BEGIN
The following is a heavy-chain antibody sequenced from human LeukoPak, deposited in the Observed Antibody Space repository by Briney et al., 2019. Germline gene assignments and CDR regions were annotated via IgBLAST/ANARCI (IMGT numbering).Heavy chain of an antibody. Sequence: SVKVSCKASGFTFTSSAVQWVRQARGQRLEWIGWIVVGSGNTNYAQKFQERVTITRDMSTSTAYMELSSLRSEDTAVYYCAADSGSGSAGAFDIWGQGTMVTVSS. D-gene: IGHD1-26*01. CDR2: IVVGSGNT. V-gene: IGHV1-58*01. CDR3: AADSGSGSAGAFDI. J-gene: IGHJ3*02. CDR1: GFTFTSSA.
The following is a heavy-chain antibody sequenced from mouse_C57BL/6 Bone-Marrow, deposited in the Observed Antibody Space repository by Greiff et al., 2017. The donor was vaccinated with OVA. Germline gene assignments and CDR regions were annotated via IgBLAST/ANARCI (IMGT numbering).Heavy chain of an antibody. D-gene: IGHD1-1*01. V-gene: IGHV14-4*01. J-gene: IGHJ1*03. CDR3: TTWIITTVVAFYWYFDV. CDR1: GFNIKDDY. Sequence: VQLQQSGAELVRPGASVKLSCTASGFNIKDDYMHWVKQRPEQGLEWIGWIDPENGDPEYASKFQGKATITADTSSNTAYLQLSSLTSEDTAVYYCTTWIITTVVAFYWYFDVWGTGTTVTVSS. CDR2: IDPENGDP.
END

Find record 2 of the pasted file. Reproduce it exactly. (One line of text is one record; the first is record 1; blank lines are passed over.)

The following is a heavy-chain antibody sequenced from mouse_C57BL/6 Bone-Marrow, deposited in the Observed Antibody Space repository by Greiff et al., 2017. The donor was vaccinated with OVA. Germline gene assignments and CDR regions were annotated via IgBLAST/ANARCI (IMGT numbering).Heavy chain of an antibody. D-gene: IGHD1-1*01. V-gene: IGHV14-4*01. J-gene: IGHJ1*03. CDR3: TTWIITTVVAFYWYFDV. CDR1: GFNIKDDY. Sequence: VQLQQSGAELVRPGASVKLSCTASGFNIKDDYMHWVKQRPEQGLEWIGWIDPENGDPEYASKFQGKATITADTSSNTAYLQLSSLTSEDTAVYYCTTWIITTVVAFYWYFDVWGTGTTVTVSS. CDR2: IDPENGDP.